The palliative care program at MUSC provides inpatient care, and also serves patients through an outpatient palliative care clinic.

This is a snapshot of the palliative care program's involvement in MUSC's COVID-19 response, based on an interview with Patrick Coyne MSN, ACNS-BD, ACHPN, FPCN, FAAN, Director of Palliative Care, Kesha Graham LISW-CP, ACM-SW, NHDP-BC, Palliative Care Social Worker, and Hannah Coyne, MCS, BCC, Palliative Care Chaplain, from April 5, 2020. At the time of the interview, MUSC was in the early stages of the COVID-19 crisis and preparing for a surge.

Organizational Context for COVID-19

  • The organization is preparing for shortages of PPE and other equipment
  • Local hospice or home health agencies are taking new patients, including patients with COVID-19
  • MUSC is collaborating with The Carolinas Center (hospice and palliative care organization of North Carolina and South Carolina) to develop a COVID-19 response plan

Role of Palliative Care

  • Palliative care is part of MUSC's COVID-19 task force
  • Palliative care fellow embedded in the Emergency Department
  • Providing palliative care education to non-specialists through regular teaching
  • Incorporating telehealth into COVID-19 response:
    • Palliative care obtained five cell phones for the team to use for telehealth, and tablets to video conference with families due to visitation restrictions
    • One team member providing telehealth consults and family meetings to rural hospital
  • Use of interdisciplinary team:
    • Chaplain, social worker, and physician are part of MUSC 'encouragement team' to make sure hospital front line personnel feel supported (perform daily rounds, including in the ED)
    • Chaplaincy:
      • Chaplain and Bereavement Coordinator facilitating hospital-wide video debrief calls, available to all hospital staff
      • Part of daily sign-in and sign-out for ED staff
      • Providing spiritual care by telehealth – phone calls and caring voicemails, and prayers offered outside the door offer patients' and families' peace
    • Social work:
      • Use of FaceTime and Google Duo (video platforms) to connect families and patients
      • Identify domestic violence community advocacy resources since this is a major issue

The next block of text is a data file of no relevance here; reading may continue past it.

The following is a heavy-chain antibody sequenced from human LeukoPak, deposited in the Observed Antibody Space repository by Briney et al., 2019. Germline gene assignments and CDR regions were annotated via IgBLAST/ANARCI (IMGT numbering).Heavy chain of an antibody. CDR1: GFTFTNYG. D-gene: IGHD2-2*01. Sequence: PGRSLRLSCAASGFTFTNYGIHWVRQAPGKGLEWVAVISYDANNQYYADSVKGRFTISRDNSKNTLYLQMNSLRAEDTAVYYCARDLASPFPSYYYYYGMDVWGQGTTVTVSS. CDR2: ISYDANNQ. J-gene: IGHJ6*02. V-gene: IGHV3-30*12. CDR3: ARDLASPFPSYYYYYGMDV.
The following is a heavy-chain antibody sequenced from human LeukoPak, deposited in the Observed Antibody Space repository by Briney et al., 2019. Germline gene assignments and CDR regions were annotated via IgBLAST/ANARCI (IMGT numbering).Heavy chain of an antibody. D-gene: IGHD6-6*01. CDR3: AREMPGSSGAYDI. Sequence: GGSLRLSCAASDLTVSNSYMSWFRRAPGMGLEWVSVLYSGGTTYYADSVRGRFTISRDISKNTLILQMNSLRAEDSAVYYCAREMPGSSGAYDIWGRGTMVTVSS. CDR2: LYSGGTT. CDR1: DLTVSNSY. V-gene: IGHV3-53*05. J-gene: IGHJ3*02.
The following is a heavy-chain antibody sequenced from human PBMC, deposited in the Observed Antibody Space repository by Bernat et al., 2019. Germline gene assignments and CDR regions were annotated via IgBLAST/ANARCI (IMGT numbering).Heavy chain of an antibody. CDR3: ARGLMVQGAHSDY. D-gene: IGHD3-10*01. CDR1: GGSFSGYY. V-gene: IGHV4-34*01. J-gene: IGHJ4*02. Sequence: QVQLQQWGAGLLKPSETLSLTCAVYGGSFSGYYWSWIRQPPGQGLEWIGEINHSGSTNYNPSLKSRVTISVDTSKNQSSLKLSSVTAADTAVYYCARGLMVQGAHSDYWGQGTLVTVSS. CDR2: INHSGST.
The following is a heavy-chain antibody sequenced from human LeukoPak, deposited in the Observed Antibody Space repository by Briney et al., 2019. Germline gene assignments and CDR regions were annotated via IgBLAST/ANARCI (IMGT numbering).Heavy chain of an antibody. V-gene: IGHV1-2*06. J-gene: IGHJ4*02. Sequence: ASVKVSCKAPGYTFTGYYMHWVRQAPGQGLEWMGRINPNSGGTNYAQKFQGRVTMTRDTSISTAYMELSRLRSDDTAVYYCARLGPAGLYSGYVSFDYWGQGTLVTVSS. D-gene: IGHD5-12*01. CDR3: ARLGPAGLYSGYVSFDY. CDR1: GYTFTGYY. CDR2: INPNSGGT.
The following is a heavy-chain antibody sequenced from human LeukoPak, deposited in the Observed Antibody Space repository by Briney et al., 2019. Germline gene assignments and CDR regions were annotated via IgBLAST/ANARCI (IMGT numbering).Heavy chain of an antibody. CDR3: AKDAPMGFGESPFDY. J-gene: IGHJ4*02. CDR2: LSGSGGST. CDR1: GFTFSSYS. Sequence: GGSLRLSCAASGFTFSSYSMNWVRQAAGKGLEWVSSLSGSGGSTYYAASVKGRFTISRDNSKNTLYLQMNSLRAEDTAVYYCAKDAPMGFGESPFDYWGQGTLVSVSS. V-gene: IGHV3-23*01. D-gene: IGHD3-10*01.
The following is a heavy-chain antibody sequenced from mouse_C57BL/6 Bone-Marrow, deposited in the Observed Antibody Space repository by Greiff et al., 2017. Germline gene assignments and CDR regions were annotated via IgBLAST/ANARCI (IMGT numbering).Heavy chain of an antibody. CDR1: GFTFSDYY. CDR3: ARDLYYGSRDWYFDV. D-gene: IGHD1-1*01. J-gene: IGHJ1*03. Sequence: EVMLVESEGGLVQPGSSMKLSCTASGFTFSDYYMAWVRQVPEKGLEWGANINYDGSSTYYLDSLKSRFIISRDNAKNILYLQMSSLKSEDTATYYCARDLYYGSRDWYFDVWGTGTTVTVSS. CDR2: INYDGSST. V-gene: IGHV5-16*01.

• Focusing on diversity issues – support for undocumented/underrepresented patients
      • Creativity in notarizing ACP documents
    • Bereavement Coordinator: Supporting hospital staff bereavement in addition to patients and families
    • Medical students: babysitting for staff
  • Palliative care census has been lower during COVID; referring partners are focused on MUSC's COVID response efforts

Advice from Palliative Care Leadership

Scheduling:

  • Expand to 7 day a week coverage and develop flexible scheduling (e.g. on 3 days and off 3 days)
  • Expect scheduling to change based on institutional need and team sustainability

Safety:

  • Require that all team members wear scrubs for infection control
  • Place cell phones in plastic bags within patient rooms for infection control
  • Plan for use of mobile phone app to disguise originating phone number for patient-related telephone calls - palliative care desk phone number appears, rather than personal mobile phone numbers

Education:

  • Get policies and procedures on the intranet within the system so anyone can access them

Teamwork:

  • Teamwork is important - team cohesion and ability to work as team is built on a foundation established before a crisis
  • Hold weekly team meetings to give updates and share issues
  • Consider the team’s role for the organization – reduce suffering in a holistic way, addressing physical, spiritual, and emotional needs
  • Double down on and encourage self-care; Patterns of self-care will change
  • Proactively discuss redeployment possibilities